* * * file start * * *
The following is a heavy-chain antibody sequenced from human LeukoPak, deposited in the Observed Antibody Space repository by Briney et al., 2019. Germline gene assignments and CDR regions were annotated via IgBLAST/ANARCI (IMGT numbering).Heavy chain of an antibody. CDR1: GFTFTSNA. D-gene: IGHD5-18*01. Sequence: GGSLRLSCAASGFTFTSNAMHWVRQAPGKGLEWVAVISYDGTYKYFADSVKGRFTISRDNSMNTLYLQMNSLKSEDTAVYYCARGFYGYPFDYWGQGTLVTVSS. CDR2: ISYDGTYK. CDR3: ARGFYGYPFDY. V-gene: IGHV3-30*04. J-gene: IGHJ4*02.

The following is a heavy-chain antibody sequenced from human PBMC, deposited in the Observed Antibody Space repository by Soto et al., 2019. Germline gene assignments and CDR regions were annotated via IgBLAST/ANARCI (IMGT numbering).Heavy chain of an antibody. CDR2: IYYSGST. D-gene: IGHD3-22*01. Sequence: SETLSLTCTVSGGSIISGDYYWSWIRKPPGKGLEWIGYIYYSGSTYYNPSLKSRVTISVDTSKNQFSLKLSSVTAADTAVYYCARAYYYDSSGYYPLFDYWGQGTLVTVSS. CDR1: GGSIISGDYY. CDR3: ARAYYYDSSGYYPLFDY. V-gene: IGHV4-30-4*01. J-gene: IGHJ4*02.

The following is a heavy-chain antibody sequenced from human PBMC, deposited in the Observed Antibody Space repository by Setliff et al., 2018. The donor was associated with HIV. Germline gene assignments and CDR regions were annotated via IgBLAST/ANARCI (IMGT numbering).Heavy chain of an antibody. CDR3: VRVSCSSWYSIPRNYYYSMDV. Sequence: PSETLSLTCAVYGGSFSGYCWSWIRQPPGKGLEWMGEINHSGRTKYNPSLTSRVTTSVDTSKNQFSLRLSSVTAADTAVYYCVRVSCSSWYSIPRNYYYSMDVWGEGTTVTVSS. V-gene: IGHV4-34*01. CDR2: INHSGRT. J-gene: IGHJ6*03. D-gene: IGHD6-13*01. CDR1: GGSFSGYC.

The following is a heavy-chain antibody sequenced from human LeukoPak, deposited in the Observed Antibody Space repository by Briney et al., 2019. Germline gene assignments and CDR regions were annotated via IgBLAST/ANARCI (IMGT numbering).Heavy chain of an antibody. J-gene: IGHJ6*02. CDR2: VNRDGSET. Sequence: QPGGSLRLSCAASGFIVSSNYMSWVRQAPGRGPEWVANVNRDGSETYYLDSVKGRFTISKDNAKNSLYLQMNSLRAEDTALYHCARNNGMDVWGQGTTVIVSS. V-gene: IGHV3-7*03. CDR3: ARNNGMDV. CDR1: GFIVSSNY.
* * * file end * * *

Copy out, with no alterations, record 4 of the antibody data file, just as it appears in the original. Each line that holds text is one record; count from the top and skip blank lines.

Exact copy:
The following is a heavy-chain antibody sequenced from human LeukoPak, deposited in the Observed Antibody Space repository by Briney et al., 2019. Germline gene assignments and CDR regions were annotated via IgBLAST/ANARCI (IMGT numbering).Heavy chain of an antibody. J-gene: IGHJ6*02. CDR2: VNRDGSET. Sequence: QPGGSLRLSCAASGFIVSSNYMSWVRQAPGRGPEWVANVNRDGSETYYLDSVKGRFTISKDNAKNSLYLQMNSLRAEDTALYHCARNNGMDVWGQGTTVIVSS. V-gene: IGHV3-7*03. CDR3: ARNNGMDV. CDR1: GFIVSSNY.